Tuesday, March 16, 2010


Is knowledge a curse? I have been told by many that I have a good sense for people, that I have a great bullshit detector, that I have great empathy. But when does being able to sense what's what, being open to new things, become a liability? As much as having an inner divining rod may seem attractive, most folks don't want to think that someone else may have a better sense of people, or a situation than they do. As a woman, this "gift" is a double-edged sword, because our voices, when trying to warn, or be stern, or authoritative, are unfortunately most often interpreted as being shrill, strident, or bitchy.

Makes me think of poor Cassandra, who was cursed with the "gift" of foreknowledge, but the inability to make anyone believe her. No one wanted to hear what she had to say. Who wants to hear the bad news that hasn't happened yet? To make matters worse, Cassandra in Greek, Κασσάνδρα, also means "she who entangles men." All because she rebuffed Apollo?

It is crazy to me that it is still hard for women today to get their voices heard. But I know I am not the only person experiencing this, or indeed, that the phenonenon is limited to women. In corporate culture, as companies struggle with new directions, the Cassandra syndrome comes into play:
Foreseeing potential future directions for a corporation or company is sometimes called ‘visioning’.[12] Yet achieving a clear, shared vision in an organization is often difficult due to a lack of commitment to the new vision by some individuals in the organization, because it does not match reality as they see it. Those who support the new vision are termed ‘Cassandras’ – able to see what is going to happen, but not believed.[13] Sometimes the name Cassandra is applied to those who can predict rises, falls, and particularly crashes on the global stock market, as happened with Warren Buffett, who repeatedly warned that the 1990s stock market surge was a bubble, attracting to him the title of 'Wall Street Cassandra'.[14]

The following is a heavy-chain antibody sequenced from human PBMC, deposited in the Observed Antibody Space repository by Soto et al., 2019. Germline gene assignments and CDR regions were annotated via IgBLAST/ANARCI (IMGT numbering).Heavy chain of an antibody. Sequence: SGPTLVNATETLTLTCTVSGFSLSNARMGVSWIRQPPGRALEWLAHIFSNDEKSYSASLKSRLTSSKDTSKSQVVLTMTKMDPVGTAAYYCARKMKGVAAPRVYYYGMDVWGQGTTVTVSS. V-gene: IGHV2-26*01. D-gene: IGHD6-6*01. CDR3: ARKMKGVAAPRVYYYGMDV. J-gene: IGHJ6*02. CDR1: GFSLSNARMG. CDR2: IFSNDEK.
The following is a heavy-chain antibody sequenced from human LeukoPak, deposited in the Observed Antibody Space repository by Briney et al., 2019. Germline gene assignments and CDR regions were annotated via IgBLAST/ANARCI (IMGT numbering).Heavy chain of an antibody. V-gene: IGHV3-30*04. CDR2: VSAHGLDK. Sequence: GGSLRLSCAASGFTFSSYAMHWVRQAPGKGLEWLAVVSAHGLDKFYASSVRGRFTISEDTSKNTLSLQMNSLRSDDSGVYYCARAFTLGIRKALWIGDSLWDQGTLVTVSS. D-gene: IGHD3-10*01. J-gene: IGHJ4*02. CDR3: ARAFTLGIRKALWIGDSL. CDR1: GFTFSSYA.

I guess the only way to circumvent modern-day Apollos is to be consistent with your vision and choose your battles. What is hard for people is to realize is that the sharing of impressions or new ideas is not an ego-play or an attempt to appear "right." It may just be someone's glimpse into the future—a willingness to move along with a current not everyone else yet sees—with the trends to come.


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